The Stream Blog

Experimenting with React Native & Expo’s Audio API

Here at Stream, we’re all about exploring the latest trends around popular technologies. Doing so allows our team to better understand what is happening in the open-source community, a community that our company DNA is largely comprised of.

Last year, Stream released the open-source project Winds, an aggregated and personalized RSS reader powered by Stream. This year, we’re working on a complete refresh (Winds 2.0) that will introduce podcast support, enhanced social functionality, native iOS and Android applications, and much more. With that, we have decided to use React Native to support our iOS and Android builds – a framework that will allow our development team to write applications that target multiple operating systems, with pure JavaScript. To aid us in our React Native development, we’ve turned to Expo, a tool that wraps the React Native API, allowing for a faster, more streamlined development process.

In order to get our feet wet, we challenged ourselves by building a simple proof of concept. We decided to build an audio player for iOS and Android with Expo’s powerful audio API and, of course, React Native. There were a few requirements for the proof of concept (most of which are found in many popular/common audio players):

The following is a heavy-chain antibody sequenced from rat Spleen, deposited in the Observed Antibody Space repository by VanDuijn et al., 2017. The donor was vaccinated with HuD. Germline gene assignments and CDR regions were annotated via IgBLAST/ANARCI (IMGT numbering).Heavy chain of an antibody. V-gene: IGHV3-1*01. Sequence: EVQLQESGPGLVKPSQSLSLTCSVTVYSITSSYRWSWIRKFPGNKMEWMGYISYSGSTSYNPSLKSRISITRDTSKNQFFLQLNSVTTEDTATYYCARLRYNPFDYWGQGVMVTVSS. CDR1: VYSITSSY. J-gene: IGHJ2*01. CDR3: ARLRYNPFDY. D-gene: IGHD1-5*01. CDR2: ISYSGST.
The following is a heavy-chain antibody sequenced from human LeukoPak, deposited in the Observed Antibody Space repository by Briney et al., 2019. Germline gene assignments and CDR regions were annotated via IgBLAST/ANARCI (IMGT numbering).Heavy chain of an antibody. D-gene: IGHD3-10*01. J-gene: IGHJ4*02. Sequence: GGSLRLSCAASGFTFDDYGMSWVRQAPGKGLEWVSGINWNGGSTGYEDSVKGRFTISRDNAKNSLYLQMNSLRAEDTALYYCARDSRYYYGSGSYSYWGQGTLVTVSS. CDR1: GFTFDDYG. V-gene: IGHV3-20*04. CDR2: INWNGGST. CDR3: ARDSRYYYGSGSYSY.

• External URL Support (for audio files)
  • Play / Pause
  • Skip / Seek
  • Current Position
  • Speed Control (Slow & Fast)
  • Portrait Support
  • Audio Backgrounding

All of this turned out to be feasible from a technical standpoint; however, backgrounding audio is not yet supported by the latest Expo SDK (currently at v20.0.0). We reached out to the Expo team on Twitter and they responded to let us know that they are actively working on our much-needed audio backgrounding support – which is proving to be a rather difficult endeavor – and that they will keep us in the loop as they continue to make forward progress.

Even without this feature, we are very pleased with the turnout of our proof of concept. Without React Native and the help of Expo, we would not have been able to target multiple operating systems in the timeframe that we have allotted and we would have to work with two separate codebases. By experimenting and building a fully functional proof of concept, we’re now one step closer to Winds 2.0, and couldn’t be happier to announce that the code is 100% open-source on GitHub.

Should you have any suggestions, comments, or additions, please post below or submit a PR on GitHub (we embrace open-source and absolutely love seeing contributions from the community). If you’re new to the Stream activity feed API and are interested in our hosted, scalable feed technology, please have a look at our 5 minute tutorial on the Stream website to see how things work!